Cusco, Peru – Impressions

Cusco in Southern Peru is the historic capital of the Incan Empire from its establishment in the 13th century until the Spanish invaded in 1534 and sacked the place, destroying many of the Incan buildings so they could create their own city in its place. There are still a few Incan structures left, some temples and some think stone walls. Cusco was supposed to have been built in the shame of a Puma, a sacred animal of the Incans.

Like La Paz, Cusco is build in a bowl, although it’s nowhere near as large, only one or two of the bowl walls have housing built on them. And unlike La Paz, which is totally built using clay bricks, there’s not a single clay brick house in sight.

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Cusco is high in the Andes at around 3400m above sea level and has a lot of old spanish architecture dotted around the city…

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There are also many plazas around the central city and most have fountains. There are more fountains here than any other single place I’ve been to in South America. There are also more tourists here in Cusco than I’ve seen in one place elsewhere in South America. There’s good reason for this, Cusco is 71km away from the number one tourist site in South America; Machu Picchu. When walking around the city, there are groups of tourists 20-30 thick walking everywhere.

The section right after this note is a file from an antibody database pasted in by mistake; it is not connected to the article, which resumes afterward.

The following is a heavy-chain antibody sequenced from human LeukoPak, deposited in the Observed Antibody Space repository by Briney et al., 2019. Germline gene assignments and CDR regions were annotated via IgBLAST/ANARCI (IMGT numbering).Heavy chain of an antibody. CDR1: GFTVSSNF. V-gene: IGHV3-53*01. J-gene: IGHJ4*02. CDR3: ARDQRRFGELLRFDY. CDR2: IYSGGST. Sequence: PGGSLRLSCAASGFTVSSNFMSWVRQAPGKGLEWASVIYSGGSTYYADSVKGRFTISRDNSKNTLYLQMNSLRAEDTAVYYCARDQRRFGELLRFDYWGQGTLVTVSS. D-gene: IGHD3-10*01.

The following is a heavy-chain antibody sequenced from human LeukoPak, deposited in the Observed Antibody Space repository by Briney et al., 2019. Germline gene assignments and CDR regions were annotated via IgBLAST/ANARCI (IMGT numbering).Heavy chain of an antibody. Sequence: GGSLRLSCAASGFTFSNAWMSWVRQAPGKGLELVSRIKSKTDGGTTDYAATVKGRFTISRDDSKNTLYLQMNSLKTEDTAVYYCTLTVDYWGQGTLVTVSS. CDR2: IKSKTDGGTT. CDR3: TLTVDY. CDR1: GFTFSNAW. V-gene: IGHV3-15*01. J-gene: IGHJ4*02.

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There are quieter places in Cusco, many of the roads around the city central are cobbled and rather quaint.

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Then, while in Peru, one must try one of the delicacies, deep fried Guinea Pig. I compare it to dark duck meat, and while it was nice, it’s not something I’ll be eating all the time.

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On the streets of Cusco, around the central plazas, are lots of hawkers trying to sell different tours and the like. they go along with the many, many tour operators stores everywhere. But tours aren’t the only thing they’re hawking, they also push massages, suggesting you’ll need one after climbing to Machu Picchu.

My next stop is a small town called Aguas Caliente, literally ‘hot waters’ or hot pools. It’s only 4km from Machu Picchu and other than the Inca Trail is the only way to get there. My aim is to be up at 4am to make the climb to the hidden city to be there at sunrise and to miss most of the tourists. And while I love to hike, I plan to not do the Inca Trail as I call it Disneyland, there are just so many people walking it that it goes against why I like to hike, the serenity and quiet of nature. There are plenty of other places in Peru to hike and I have a couple planned.

The Lone Trail Wanderer

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